The Tar Heels immediately took a dramatic upward turn, with the other four players on the court showing remarkable development with Marshall distributing the ball, and the team's chemistry, if not its depth, improved when Larry Drew II left town in a huff a few weeks later.
"Just from seeing them on film, they're obviously a different team with him running the show," Duke's Nolan Smith said after seeing Marshall in person on Saturday. "He controls the ball and he gives their big men touches and they know what to do with it."
Suddenly, Harrison Barnes and Tyler Zeller were getting the ball in places where they felt comfortable shooting, while Marshall's ability to run the break camouflaged the Tar Heels' inability to shoot the 3-pointer consistently. And if his defense has hurt North Carolina, it hasn't been noticeable.
There's more to this than making his teammates better, though. Marshall has shown amazing court vision, as exemplified by his long, pinpoint passes to Zeller under the basket Saturday.
"Very few people can see (that pass)," Williams said. "Very few people can execute it. He's one of the guys who can. He's not the most athletic guy, but from the shoulders up, he's hard to beat."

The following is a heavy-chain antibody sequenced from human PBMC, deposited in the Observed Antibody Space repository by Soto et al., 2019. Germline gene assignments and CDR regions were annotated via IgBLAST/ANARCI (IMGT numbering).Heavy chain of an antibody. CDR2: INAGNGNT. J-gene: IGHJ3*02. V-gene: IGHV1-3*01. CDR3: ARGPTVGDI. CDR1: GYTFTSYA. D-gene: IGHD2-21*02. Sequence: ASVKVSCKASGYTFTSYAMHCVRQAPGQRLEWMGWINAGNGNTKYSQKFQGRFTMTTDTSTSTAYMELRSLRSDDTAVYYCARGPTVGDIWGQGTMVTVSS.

For Harrow and Chennault, the path has not been so smooth. Harrow had to fight his way past senior Javi Gonzalez for the starting spot, and as soon as he did, a virus knocked him out for two games and lingered for weeks.
With electric speed and an underrated shot, Harrow has thrived at times. But in many ways, Harrow's season has been a microcosm of his team's: High expectations, slow growth and, in the end, undeniable underachievement.
Chennault missed the entire preseason with a foot injury, then played in the opener and hurt the same foot again. As the only true point guard on Wake Forest's roster, he was the one player the Demon Deacons couldn't lose, and by the time he returned in January, the season was long ago lost.
Wake Forest coach Jeff Bzdelik said Chennault is about 10 pounds overweight and still learning the Demon Deacons' playbook at this late point in the year, which has limited him to reserve duty.
"Tony is where our freshman were about halfway through the season," Bzdelik said. "He's figuring this game out. ... It's a huge learning experience for a young man, trying to figure out his own game and what his limitations are at this level, coupled with understanding what we need to do offensively."
As the tournament begins today, Harrow and Chennault figure to have a hard time getting out of today's opening-round games, let alone Friday's quarterfinals. But there's always a chance N.C. State or Wake Forest could make an unlikely run in the tournament. That can happen in Greensboro, when everything resets to zero.
It's more likely the title game on Sunday will feature either Duke or North Carolina or both - one team that wishes it had its freshman point guard, and another that finally realized how lucky it is to have one.